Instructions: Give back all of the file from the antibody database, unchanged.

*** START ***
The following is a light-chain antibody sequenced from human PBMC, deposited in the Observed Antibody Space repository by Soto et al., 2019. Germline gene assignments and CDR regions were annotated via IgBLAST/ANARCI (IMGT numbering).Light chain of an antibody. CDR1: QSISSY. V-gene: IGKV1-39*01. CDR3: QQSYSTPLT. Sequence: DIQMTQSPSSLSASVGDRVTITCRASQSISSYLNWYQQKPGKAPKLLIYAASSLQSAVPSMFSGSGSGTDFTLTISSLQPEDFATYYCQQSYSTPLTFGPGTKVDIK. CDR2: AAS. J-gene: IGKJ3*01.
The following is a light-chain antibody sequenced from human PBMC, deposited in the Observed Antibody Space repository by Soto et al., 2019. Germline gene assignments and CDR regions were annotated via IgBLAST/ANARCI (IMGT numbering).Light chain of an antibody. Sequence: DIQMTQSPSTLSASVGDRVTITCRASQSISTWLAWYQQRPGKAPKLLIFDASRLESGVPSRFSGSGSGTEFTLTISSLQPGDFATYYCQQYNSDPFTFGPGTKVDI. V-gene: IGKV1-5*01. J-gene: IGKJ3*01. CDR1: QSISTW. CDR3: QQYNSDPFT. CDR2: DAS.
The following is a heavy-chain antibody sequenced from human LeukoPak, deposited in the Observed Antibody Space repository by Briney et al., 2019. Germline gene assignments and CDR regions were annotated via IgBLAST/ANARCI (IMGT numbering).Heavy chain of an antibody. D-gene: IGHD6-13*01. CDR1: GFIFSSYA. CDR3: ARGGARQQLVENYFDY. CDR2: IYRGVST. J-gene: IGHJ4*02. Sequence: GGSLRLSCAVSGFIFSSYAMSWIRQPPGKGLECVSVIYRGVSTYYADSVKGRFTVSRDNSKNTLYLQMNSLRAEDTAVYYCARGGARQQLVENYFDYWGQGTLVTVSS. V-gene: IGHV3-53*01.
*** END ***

The following is a light-chain antibody sequenced from human PBMC, deposited in the Observed Antibody Space repository by Soto et al., 2019. Germline gene assignments and CDR regions were annotated via IgBLAST/ANARCI (IMGT numbering).Light chain of an antibody. CDR1: QSISSY. V-gene: IGKV1-39*01. CDR3: QQSYSTPLT. Sequence: DIQMTQSPSSLSASVGDRVTITCRASQSISSYLNWYQQKPGKAPKLLIYAASSLQSAVPSMFSGSGSGTDFTLTISSLQPEDFATYYCQQSYSTPLTFGPGTKVDIK. CDR2: AAS. J-gene: IGKJ3*01.
The following is a light-chain antibody sequenced from human PBMC, deposited in the Observed Antibody Space repository by Soto et al., 2019. Germline gene assignments and CDR regions were annotated via IgBLAST/ANARCI (IMGT numbering).Light chain of an antibody. Sequence: DIQMTQSPSTLSASVGDRVTITCRASQSISTWLAWYQQRPGKAPKLLIFDASRLESGVPSRFSGSGSGTEFTLTISSLQPGDFATYYCQQYNSDPFTFGPGTKVDI. V-gene: IGKV1-5*01. J-gene: IGKJ3*01. CDR1: QSISTW. CDR3: QQYNSDPFT. CDR2: DAS.
The following is a heavy-chain antibody sequenced from human LeukoPak, deposited in the Observed Antibody Space repository by Briney et al., 2019. Germline gene assignments and CDR regions were annotated via IgBLAST/ANARCI (IMGT numbering).Heavy chain of an antibody. D-gene: IGHD6-13*01. CDR1: GFIFSSYA. CDR3: ARGGARQQLVENYFDY. CDR2: IYRGVST. J-gene: IGHJ4*02. Sequence: GGSLRLSCAVSGFIFSSYAMSWIRQPPGKGLECVSVIYRGVSTYYADSVKGRFTVSRDNSKNTLYLQMNSLRAEDTAVYYCARGGARQQLVENYFDYWGQGTLVTVSS. V-gene: IGHV3-53*01.